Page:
Saturday, June 12, 1999
Indians' offense is overkill
BY TIM SULLIVAN
The Cincinnati Enquirer
The Cleveland Indians are too much of a good thing. Too much muscle. Too much might.
The nicely nuanced national pastime has become an orgy of offensive overkill, and no one is more responsible than That Team Up North. The Indians are averaging almost seven runs per game, beating the bejabbers out of the ball, making the tense pitchers' duel more endangered than the spotted owl.
They hit four homers in Friday's 8-6 victory over the Reds, and three of them were struck by fellows hitting first, eighth and ninth. Compared to Mike Hargrove's lineup, Murderers Row was a collection of Quakers.
Yes, the Tribe is tremendous, but also troubling. This is a big-league baseball team with beer league softball statistics: Part juggernaut, part joke. The Indians symbolize the growing imbalance between big-budget ballclubs and those of more modest means, and baseball's shift from a sport of strategy and skill to a product pandering to Nintendo tastes and atrophied attention spans.
Evolution of power
They are the product of an evolutionary pattern distinguished by juiced balls, shrunken stadia, postage stamp strike zones and an industry indifferent to better slugging through chemistry. Mark McGwire and Sammy Sosa capitalized on optimum conditions in shattering the single-season home run record last season. Now, pitchers claim, the balls are sewn so tightly that it is tough to grip the seams.
If baseball's rules-makers do not soon see the need for balance most obviously, by raising the mound pitchers may start setting up shop behind concrete pillboxes. The likelihood of that change, however, is somewhere between infinitesimal and none.
Five years ago, you heard people say that there weren't enough runs, Reds catcher Eddie Taubensee said Friday afternoon. Now, they complain that your second baseman is hitting 20 home runs a year. I like it. It's what I'm used to.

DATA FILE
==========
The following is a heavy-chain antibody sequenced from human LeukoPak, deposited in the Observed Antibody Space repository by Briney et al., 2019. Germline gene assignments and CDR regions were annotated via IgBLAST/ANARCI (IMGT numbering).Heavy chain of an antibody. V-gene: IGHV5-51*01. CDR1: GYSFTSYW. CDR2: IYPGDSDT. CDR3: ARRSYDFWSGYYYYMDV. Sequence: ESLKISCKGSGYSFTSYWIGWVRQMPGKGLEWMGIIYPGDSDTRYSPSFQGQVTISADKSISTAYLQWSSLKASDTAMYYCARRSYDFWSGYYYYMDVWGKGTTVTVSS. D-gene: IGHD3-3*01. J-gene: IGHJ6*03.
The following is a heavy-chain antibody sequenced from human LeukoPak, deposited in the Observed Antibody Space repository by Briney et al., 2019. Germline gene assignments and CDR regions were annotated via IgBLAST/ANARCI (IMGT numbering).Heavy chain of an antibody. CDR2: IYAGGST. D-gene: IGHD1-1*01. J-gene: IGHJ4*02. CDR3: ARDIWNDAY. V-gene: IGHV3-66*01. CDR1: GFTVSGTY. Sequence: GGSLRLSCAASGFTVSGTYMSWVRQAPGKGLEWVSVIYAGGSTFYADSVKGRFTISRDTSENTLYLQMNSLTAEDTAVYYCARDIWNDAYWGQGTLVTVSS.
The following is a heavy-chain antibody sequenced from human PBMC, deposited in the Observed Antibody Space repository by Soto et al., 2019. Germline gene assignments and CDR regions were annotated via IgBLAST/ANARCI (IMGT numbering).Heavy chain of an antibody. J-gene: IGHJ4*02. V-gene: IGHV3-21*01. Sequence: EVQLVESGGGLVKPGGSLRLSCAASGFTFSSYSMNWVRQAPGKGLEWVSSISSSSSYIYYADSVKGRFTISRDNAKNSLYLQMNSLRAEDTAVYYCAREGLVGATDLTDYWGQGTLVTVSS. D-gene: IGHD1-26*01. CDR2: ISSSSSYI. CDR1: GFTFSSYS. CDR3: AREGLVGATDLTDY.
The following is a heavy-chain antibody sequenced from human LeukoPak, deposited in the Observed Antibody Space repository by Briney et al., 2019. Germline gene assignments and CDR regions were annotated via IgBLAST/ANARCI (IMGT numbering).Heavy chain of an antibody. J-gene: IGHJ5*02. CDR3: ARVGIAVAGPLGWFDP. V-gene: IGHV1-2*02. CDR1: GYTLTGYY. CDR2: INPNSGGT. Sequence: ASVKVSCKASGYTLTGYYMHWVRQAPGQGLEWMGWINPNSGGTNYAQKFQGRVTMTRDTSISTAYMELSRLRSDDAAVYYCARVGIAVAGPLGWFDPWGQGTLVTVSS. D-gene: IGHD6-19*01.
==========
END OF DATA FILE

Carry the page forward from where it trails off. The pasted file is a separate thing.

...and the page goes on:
Taubensee was born in October of 68, the high-water mark for pitching since the death of the dead-ball era. Denny McLain won 31 games that season for Detroit, and St. Louis' Bob Gibson compiled an astonishing ERA of 1.12. The pitchers were so far ahead of the hitters that summer that Carl Yastrzemski won the American League batting title with a .301 average. Panicked ownership subsequently lowered the pitcher's mound from 15 inches to 10 in an effort to enhance hitting.
Now, the pendulum is again out of place. The Indians showed up at Cinergy Field Friday night with a team average of .301. The five hitters Hargrove sent to the plate in the first inning Kenny Lofton, Omar Vizquel, Roberto Alomar, Manny Ramirez and David Justice were hitting .344, .333, .338, .344 and .302. Jeff Newman has waved so many baserunners home this season that he figures to become the first third-base coach to require rotator cuff surgery.
They're a very potent ballclub, Reds manager Jack McKeon said at the end of the evening. You play the Giants, and you say, "Let's not let (Barry) Bonds beat us. You play Arizona, and it's (Matt) Williams. With the Dodgers, it's (Raul) Mondesi. This club has got three-four-five guys like that.
The Indians are undeniably fun to watch for a while but even ice cream loses its flavor if it becomes the main course at every meal. Offense has become so abundant, and pitching so scarce, that baseball increasingly approximates three hours of batting practice.
Consider: The American League has had more grand slams than shutouts this season. The Yankees have seen fit to execute only three sacrifice bunts. The art of little ball is practiced less widely than scrimshaw.
I remember watching Jay Bell when he was with Pittsburgh, Taubensee said. I remember him bunting early in the game all the time. Now, you look at him (with Arizona), and he's got 20 homers.
Taubensee exaggerates. Bell had only 18 homers before the D'Backs' night game at Anaheim. Still, that's reason enough to raise the mound.
Enquirer columnist Tim Sullivan welcomes your e-mail at email@example.com.